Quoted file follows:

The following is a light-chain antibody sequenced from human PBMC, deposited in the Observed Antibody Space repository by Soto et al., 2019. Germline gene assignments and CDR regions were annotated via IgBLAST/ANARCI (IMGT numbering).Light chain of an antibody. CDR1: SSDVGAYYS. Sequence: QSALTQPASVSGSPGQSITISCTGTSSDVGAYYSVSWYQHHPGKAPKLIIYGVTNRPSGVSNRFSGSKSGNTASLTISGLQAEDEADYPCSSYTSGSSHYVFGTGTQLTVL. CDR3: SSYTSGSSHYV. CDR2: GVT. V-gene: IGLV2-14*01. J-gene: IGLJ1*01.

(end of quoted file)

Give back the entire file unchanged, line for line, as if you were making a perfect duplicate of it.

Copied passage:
The following is a light-chain antibody sequenced from human PBMC, deposited in the Observed Antibody Space repository by Soto et al., 2019. Germline gene assignments and CDR regions were annotated via IgBLAST/ANARCI (IMGT numbering).Light chain of an antibody. CDR1: SSDVGAYYS. Sequence: QSALTQPASVSGSPGQSITISCTGTSSDVGAYYSVSWYQHHPGKAPKLIIYGVTNRPSGVSNRFSGSKSGNTASLTISGLQAEDEADYPCSSYTSGSSHYVFGTGTQLTVL. CDR3: SSYTSGSSHYV. CDR2: GVT. V-gene: IGLV2-14*01. J-gene: IGLJ1*01.